In 1969, seventeen-year-old Bruce Taylor enlisted in the army and volunteered for a secret weapons testing program at the Edgewood Arsenal in Maryland, where he was used as a human guinea pig in experiments with chemical weapons. As a result, he has suffered from a lifelong, disabling mental health condition. But for 35 years he was unable to apply for veterans benefits because he had signed a secrecy agreement prohibiting him from telling anyone about his experience at Edgewood.

In 2006, the Pentagon finally notified servicemembers who had participated in the Edgewood testing program that they had permission to disclose their experience to health care providers and that they should “speak to a VA representative about filing a disability claim” for any “chronic health problems” that resulted. Mr. Taylor filed a claim for VA benefits in February 2007, and the VA awarded him total disability benefits beginning on that date. He would have been entitled to benefits going back to his 1971 discharge from the service, but for a statute, 38 U.S.C. § 5110, which provides that “the effective date of an award … shall not be earlier than the date of receipt of application therefor.”

He went to court seeking retroactive benefits on the ground that the government had prohibited him from applying until 2007, but the Board of Veterans Claims, and the Veterans Court, and a three-judge panel of the Court of Appeals for the Federal Circuit, 3 F.4th 1351 (2021), all ruled that the statutory deadline could not be disregarded (technically, that it was not subject to “equitable tolling”). But the court then decided on its own motion to reconsider the case en banc and invited amicus briefs.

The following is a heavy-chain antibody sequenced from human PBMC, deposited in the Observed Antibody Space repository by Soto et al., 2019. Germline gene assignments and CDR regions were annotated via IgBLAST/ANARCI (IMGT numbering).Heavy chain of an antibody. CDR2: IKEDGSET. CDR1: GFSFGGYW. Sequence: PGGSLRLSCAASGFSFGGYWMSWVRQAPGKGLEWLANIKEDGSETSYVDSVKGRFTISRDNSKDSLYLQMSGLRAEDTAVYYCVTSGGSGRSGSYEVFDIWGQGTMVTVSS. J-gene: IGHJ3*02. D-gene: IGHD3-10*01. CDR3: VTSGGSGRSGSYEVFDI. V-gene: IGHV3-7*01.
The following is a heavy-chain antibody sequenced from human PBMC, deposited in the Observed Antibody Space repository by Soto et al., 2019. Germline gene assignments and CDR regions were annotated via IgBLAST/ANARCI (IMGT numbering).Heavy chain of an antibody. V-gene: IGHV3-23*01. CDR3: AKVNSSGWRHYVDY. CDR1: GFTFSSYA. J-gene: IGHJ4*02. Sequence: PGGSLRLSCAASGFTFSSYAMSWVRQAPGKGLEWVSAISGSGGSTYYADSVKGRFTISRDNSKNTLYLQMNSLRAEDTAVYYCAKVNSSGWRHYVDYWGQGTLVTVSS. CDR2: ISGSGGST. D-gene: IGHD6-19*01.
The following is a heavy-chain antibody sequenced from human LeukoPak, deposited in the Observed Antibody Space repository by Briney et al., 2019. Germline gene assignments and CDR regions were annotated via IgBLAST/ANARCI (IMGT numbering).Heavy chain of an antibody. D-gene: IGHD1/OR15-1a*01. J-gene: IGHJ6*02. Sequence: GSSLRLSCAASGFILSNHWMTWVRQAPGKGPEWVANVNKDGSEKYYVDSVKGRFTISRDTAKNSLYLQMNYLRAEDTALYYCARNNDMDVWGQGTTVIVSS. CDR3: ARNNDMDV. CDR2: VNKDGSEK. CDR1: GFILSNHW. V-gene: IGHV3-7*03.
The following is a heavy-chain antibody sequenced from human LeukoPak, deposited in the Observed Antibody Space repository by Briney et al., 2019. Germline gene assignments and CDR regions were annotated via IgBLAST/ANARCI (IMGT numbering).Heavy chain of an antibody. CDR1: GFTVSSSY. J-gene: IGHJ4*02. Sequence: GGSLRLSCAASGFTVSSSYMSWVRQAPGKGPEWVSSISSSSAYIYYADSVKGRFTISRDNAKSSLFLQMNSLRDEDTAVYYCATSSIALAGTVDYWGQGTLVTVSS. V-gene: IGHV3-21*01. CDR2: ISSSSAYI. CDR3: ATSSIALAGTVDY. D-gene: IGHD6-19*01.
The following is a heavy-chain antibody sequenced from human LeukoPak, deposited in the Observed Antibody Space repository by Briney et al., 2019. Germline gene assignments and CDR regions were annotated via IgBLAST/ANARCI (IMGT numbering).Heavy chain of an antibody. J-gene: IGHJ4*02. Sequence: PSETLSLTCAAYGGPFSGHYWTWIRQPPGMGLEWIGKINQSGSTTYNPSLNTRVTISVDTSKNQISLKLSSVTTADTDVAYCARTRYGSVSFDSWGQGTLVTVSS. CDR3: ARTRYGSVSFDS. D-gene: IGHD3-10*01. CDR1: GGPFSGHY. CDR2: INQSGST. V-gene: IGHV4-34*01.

In October 2021 we and the National ACLU filed an amicus brief, arguing that “[t]hreatening a person with punishment for accessing the courts, erecting insurmountable barriers, or covering up evidence all violate the right to access courts,” which is guaranteed by the First Amendment (freedom to petition for redress of grievances), the Fifth Amendment (due process), the Equal Protection Clause, and the Privileges and Immunities Clause in Article IV of the Constitution.

After the case was briefed, however, the Supreme Court agreed to hear a case raising similar questions, and the Federal Circuit stayed Mr. Taylor’s case pending the Supreme Court’s decision. The Supreme Court case, Arellano v. McDonough, was decided in January 2023. On March 1, the Federal Circuit ordered the parties to file supplemental briefs addressing the impact of that decision.

Date filed

October 5, 2021


U.S. Court of Appeals for the Federal Circuit